The book is idiosyncratic in several ways, with a mostly positive effect (aside from its nonsense chapter numbering system). Apart from one drawing showing the effect of a Dennis Bergkamp pass, there are no diagrams. The reader is therefore compelled to imagine the field of play during those moments. There is also a huge emphasis on Ajax at the expense of almost every other Dutch club. In part this is because Ajax are the most successful Dutch club and the pioneers of Total Football, but Winner is also interested in the city as well. In terms of other clubs, only Heerenveen manage to get anything resembling a thorough profile.

What might the inclusion of Feyenoord and PSV have done to the book? A certain element of working class perspective could have done this book some good, but by doing so, would it also have destroyed the nature of what the book is? The absence of Ajax's chief rivals creates a sort of negative space, though whether Winner intended to use that in that kind of artistic manner I'm not sure.

One last minor quibble. Where is the speed skating? How can you go through an entire book on Dutch sport and culture, and not mention even once what is apparently The Netherlands' true sporting passion? Nevertheless, this is a fine book, one which can be enjoyed by both the tactics nerds and the artistically minded alike - there's even room for the cynic, too.

Wednesday, 19 November 2014

Donald Sutherland artefact Wednesday - 1954 South Melbourne United reserves

I was going to post this some time ago, but I wanted to get a few things checked out first. MFootball writer Donald Sutherland put this up on Twitter towards the start of the year. It's a photo of the 1954 South Melbourne United reserves team which, if nothing else, shows that youth development at South Melbourne was working a bit better back then. Donald's grandfather (also known as Donald Sutherland) is in this photo (see caption for more details).

1954 South Melbourne United reserves team, from left to right:
Back row: ???, ???, ???, ???, ???
Middle row: Des Hamilton, ???, ???, ???, Graeme James, ???, Peter Hathaway
Front row: ???, ???, ???, Macka(?), Donald Sutherland, ???,  ???.

Former South player Ted Smith was able to fill in some of the player details. Peter Hathaway went on to play for South Melbourne United's senior team, as did Graeme James. According to Smith, both these players also played in the Laidlaw Cup (the local mock world cup tournament of the time) representing Australia. Des Hamilton was of course one of the two founding vice-presidents of South Melbourne Hellas (the other was Floros Dimitriadis of Yarra Park), and reportedly was still coming to South games in the 1990s.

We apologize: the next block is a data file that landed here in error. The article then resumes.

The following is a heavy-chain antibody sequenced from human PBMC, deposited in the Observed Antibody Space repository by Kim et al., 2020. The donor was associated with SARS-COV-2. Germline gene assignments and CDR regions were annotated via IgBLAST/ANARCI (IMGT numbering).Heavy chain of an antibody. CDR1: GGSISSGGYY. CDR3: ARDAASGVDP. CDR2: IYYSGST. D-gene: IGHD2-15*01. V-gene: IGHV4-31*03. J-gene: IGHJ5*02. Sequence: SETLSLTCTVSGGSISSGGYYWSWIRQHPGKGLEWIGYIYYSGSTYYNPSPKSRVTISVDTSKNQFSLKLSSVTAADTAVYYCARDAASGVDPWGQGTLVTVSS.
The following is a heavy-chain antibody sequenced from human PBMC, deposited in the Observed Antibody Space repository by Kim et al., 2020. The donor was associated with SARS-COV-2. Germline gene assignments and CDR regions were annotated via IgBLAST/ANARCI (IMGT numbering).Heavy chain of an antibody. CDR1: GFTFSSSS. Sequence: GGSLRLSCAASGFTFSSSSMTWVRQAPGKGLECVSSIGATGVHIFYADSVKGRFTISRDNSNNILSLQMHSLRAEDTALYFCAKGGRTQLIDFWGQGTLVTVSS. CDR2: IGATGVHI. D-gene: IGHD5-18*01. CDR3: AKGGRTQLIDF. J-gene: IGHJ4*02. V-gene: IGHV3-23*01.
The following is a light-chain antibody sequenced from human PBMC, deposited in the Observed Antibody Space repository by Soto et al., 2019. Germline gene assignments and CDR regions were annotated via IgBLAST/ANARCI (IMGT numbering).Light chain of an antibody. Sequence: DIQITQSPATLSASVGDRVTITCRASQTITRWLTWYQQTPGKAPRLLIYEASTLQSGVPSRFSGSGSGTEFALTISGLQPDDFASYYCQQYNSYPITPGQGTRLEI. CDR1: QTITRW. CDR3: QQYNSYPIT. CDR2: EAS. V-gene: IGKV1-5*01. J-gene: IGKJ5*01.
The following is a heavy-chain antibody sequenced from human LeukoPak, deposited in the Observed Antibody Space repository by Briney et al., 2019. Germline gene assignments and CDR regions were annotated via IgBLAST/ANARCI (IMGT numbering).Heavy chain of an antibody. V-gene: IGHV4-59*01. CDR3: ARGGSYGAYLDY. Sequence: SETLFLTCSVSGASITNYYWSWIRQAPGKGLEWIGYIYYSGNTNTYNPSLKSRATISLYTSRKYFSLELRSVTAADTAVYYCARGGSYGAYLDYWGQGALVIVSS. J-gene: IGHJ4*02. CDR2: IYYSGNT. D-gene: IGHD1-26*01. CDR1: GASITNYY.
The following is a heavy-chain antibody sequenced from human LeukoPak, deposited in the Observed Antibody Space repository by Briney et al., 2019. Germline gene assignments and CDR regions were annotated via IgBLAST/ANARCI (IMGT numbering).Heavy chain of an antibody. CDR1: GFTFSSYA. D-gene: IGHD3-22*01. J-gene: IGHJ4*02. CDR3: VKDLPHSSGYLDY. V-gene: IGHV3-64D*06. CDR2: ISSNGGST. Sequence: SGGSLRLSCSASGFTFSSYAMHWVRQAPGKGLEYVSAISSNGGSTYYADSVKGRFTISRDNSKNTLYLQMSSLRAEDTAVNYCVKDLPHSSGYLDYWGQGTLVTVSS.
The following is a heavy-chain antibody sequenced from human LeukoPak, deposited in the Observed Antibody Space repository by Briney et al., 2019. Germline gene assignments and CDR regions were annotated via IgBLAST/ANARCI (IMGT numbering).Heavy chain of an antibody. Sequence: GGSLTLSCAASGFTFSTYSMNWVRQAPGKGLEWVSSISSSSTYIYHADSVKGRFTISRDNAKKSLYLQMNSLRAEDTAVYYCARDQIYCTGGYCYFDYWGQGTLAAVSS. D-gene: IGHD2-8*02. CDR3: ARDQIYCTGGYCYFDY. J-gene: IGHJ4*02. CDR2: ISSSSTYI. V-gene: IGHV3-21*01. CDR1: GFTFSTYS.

(as an aside, I believe the original South Melbourne Supporters Group may have even named an award after him, for the fans' player of the year. Maybe we should bring that back...)

While the official in the top row, second from left remains nameless, he has been equated by former South Melbourne United junior Graeme Hocking as being the same person as the man in the middle of the back row in the team photo in this entry, and I reckon it's a pretty certain thing. Of course, any help people can offer in filling in the gaps would greatly appreciated.

Saturday, 15 November 2014

Tom Pollock's NCIP/ethnicity in Oz Soccer radio documentary

Tom Pollock, Swinburne media student and MFootball/Melbourne Knights media man about town, recently interviewed a bunch of the usual suspects about ethnicity in Australian soccer for a uni project. The piece goes for about 20 minutes, and includes contributions by myself, Melbourne Knights vice president Pave Jusup, and historians Ian Syson and Roy Hay.

Wednesday, 12 November 2014

Bubblewrap artefact Wednesday - framed Team of the Century print

This post is tinged with both sadness and also a bit of hope. I have lived in the same house for something like 27 years, and now it's on the market. Quite where my family and I will end up is undecided at this point in time, but wherever that new home happens to be, one thing I will finally be able to do is find somewhere to hang up this framed South Melbourne team of the century poster - since I had it framed back in July, it's just been sitting on the floor of my study, leaning up against my brother's barely used drawing board.



The club still has a small handful of these posters left - probably fewer than ten - and not all of them are in the best condition, but most are still in acceptable condition. I found them during my stint cleaning out the social club several years ago in preparation for its renovation, and since then have always wanted one, even though I did cringe at the $150 cost, not including the framing. I suppose I could have nicked one then and there, but I would have felt sick doing that. Besides, I was compensated for my efforts well enough.

As for the painting itself, I'm not sure who the artist is. I may have had the detail somewhere, but I can't seem to find the information now. I'm pretty certain that it was not done by Jamie Cooper, who did the AFL team of the century paintings, and I probably wouldn't class this painting as being equal to that standard - to me at least, it seems like the players' bodies are too similar, and there doesn't appear to be a sense of warmth, camaraderie or connectedness - the subjects being too scattered and lacking in focus, the antithesis of your typical soccer photo, with the starting lineup looking forward with just a hint of the askance, waiting for battle. I suppose I would have liked to have seen the players in the various jerseys used by the club over the years as well, something akin to the Fitzroy team of the century painting - but you can't always get what you want.